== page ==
A. The red ones are called Shudei. Shudei kyusu is a specialty product of Tokoname. They are fired in a gas-fired kiln now. The brown ones are unglazed (yakishime) kyusu. Unglazed kyusu was also developed in Tokoname a long time ago. Those unglazed ones are fired thoroughly in a wood-fired kiln for about one week. That is why the prices of those pieces are little higher than shudei pieces, but unglazed pieces have savor or taste that shudei pieces don't have. Of course, which one a person likes better depends on his or her preference.
Kyusu of Various Shapes and Sizes
Q: As I am looking at your kyusu, I feel like drinking tea. (laugh) Should I go for sen-cha?
A. Yeah, sen-cha or ban-cha (coarse green tea), something that you can enjoy in everyday life. You could also enjoy Chinese tea. There are different sizes of kyusu depending on the kinds of tea you drink.
Q: Let's have a look at your pieces keeping that thought in mind.
A. To begin with, this kyusu.
Q: Wow! How tiny!
A. Among sen-cha, if you are to have good quality tea like Gyokuro (refined green tea), you want to use a small kyusu because you do not drink a lot of it. The roots of a small-sized kyusu are from China, but after it was introduced to Japan, it was manipulated and improved upon.
Q: Is this unglazed? The color is between elegantly plain green and dark brown. This is a very pleasant color.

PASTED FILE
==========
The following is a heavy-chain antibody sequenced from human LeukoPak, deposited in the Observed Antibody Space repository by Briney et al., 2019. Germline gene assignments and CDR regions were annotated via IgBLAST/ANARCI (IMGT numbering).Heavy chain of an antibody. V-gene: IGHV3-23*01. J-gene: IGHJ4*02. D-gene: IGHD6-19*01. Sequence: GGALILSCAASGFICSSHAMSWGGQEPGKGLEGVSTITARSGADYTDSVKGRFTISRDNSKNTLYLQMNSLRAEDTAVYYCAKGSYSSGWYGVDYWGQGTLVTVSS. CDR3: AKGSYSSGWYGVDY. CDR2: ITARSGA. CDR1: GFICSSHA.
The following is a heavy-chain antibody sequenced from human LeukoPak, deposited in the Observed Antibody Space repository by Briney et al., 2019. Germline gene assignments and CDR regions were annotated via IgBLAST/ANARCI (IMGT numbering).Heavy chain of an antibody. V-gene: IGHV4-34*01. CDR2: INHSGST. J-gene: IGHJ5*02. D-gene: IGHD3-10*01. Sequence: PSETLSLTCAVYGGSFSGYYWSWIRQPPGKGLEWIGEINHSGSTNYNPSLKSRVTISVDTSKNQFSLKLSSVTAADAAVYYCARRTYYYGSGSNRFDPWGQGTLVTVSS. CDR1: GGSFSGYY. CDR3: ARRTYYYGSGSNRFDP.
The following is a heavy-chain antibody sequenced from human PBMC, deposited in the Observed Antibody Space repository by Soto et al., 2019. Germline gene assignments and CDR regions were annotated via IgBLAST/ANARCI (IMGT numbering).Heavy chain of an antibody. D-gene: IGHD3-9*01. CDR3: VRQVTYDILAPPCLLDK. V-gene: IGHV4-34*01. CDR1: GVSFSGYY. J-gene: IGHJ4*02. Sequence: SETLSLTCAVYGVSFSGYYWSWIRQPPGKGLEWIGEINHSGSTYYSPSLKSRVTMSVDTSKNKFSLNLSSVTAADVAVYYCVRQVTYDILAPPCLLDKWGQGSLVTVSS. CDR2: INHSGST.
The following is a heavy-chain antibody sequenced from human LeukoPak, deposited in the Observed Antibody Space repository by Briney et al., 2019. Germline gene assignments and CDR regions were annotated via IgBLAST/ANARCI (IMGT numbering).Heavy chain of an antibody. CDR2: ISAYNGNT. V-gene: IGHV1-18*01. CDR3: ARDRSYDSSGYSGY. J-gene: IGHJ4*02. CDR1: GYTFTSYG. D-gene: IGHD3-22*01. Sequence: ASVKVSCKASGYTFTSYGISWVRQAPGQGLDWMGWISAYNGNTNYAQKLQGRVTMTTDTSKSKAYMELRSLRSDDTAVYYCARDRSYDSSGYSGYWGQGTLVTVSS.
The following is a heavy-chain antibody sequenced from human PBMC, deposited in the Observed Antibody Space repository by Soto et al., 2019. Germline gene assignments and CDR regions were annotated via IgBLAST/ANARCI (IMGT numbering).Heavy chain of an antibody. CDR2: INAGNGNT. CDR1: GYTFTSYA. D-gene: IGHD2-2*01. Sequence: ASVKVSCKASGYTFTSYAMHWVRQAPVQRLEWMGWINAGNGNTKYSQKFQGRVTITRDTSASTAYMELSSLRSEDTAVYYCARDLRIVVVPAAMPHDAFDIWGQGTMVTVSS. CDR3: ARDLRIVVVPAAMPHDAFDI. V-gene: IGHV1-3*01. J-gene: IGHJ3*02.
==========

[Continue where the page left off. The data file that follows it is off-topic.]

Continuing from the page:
A. Yes, this is unglazed. The natural ashes fell on the piece and changed it in the kiln (a process known as "yohen" in Japanese).
A. A big-sized kyusu like this is for casual usage. For example, it is appropriate to use at times like when you finish a meal. For ban-cha, hoji-cha (roasted green tea), or genmai-cha (brown rice tea), you pour a lot of hot water in a rather big kyusu and enjoy it.
Q: The big, full round shape is attractive. It would be nice for a family enjoying each other's company.
A. This mid-sized kyusu is good for a couple living alone.
Q: This beautiful shu-iro (Chinese vermillion) is opulent, yet deep. It is a nice size and looks like it's easy to use.
A. As we have pointed out, the kyusu size that one wants varies according to the kind of tea being used or the number of people to be served. It's nice to have kyusu of various shapes and sizes for different lifestyles and usages. A lot of people are looking for a good kyusu. They think that they seldom come across an easy-to-use kyusu. What I learned at this exhibition is that there are so many people seeking a reasonably priced really good kyusu.
Q: What do you plan to try in future?
A. Well, seeing such good responses from people to my kyusu pushes me forward to try harder to create more kyusu of various sizes. I also would like to hear people's comments and opinions about my works. I am the maker, and the visitors are the users. So I would like to hear from the people who use my works. That is why exhibitions are valuable. It gives me the opportunity to talk to a lot of people face to face. That provides me with useful information and motivates me.
Q: Thank you very much.